A number of mainline traditional protestant churches in Brazil are declining in congregation numbers, according to a new research report out. However, at the same time the newly released analysis indicates that pentecostal churches are experiencing much of the huge growth explosion being reported among the evangelical community in the Latin American nation.
According to the analysis many denominations from the so-called "traditional churches" group experienced a decline over the 10 year period from 2000 through 2010. The Congregational Church showed a decline in membership of 26.37 percent; the Lutheran Church 6.10 percent; Presbyterian Church 5.9 percent and the Methodist Church 0.01 percent.
However, there was not a blanket decline among the "traditional church" group, and the Baptist Church revealed significant growth of 17.74 percent. The Adventist Church in Brazil, which was also included in the "traditional church" category, also experienced a 29.03 percent surge in membership over the 10 year period.
Overall the "traditional church" group, when considered as a whole" experienced a growth of 10.76 percent.
But that growth seems small when contrasted with the growth experienced by "pentecostal churches" group. This group including the Assemblies of God, Universal Church of the Kingdom of God, Maranatha Churches, Foursquare Church Gospel, among others, experienced a massive growth of 44.01 percent.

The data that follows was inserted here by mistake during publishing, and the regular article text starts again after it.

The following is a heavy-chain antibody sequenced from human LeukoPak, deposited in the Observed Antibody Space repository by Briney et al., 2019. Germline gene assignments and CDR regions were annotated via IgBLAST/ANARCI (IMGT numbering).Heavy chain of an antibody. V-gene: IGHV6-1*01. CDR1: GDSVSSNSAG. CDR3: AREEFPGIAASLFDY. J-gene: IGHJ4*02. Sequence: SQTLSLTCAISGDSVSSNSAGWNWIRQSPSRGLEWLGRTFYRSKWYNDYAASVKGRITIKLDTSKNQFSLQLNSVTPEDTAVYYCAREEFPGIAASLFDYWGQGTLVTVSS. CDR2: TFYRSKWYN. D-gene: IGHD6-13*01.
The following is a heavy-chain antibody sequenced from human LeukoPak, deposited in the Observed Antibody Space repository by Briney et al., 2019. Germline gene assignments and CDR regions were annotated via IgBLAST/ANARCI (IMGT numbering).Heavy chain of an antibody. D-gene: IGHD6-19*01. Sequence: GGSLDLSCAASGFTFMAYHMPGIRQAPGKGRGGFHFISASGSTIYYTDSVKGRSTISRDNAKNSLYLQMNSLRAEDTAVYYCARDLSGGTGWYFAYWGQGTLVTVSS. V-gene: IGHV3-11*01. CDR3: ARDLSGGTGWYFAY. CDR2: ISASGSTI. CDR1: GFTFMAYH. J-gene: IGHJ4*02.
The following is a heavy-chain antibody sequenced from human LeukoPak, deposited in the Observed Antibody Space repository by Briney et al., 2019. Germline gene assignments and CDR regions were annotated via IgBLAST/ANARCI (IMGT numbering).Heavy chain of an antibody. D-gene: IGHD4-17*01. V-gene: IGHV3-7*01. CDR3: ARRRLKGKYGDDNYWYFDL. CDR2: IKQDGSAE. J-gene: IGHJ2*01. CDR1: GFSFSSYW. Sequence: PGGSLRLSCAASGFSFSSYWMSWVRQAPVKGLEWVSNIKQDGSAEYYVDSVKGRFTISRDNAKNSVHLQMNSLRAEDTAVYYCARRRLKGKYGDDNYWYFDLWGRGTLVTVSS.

Within the "pentecostal church" grouping the Assemblies of God felt the largest growth; increasing in membership by 46.8 percent. The Foursquare Church Gospel and the Universal Church of the Kingdom of God each increased by 37.12 percent and 28.37 percent respectively.
Evangelical leaders in the country have expressed their concerns that some neo-pentecostal churches, which experienced large growth, are known for holding a liberal viewpoint and some controversial theological doctrines, when compared to traditional conservative churches in Brazil.
BEPEC director, Danilo Fernandes, has said he believes there is a possibility that the decline among some traditional churches will be reversed in the future, indicating that the recent decrease is just a temporary issue.
Fernandes has claimed that there is a new generation of people interested in developing their theological knowledge in the traditional churches, and has pointed to the numbers turning out at various Christian events in the country as evidence of this.
He also has claimed that numerous recent scandals involving mainline Pentecostal denominations could lead to a downward trend being witnessed in the future for pentecostal churches.
The report was compiled by the Bureau of Christian Research and Statistics (BEPEC), which analyzed data from the most recent census results in Brazil recently published by the Brazilian Institute of Geography and Statistics (IBGE), which cover the period from 2000 to 2010.
According to the 2010 census results from IBGE, the evangelical population of Brazil increased by 16 million people over the period from 2000 to 2010, to 42.3 million.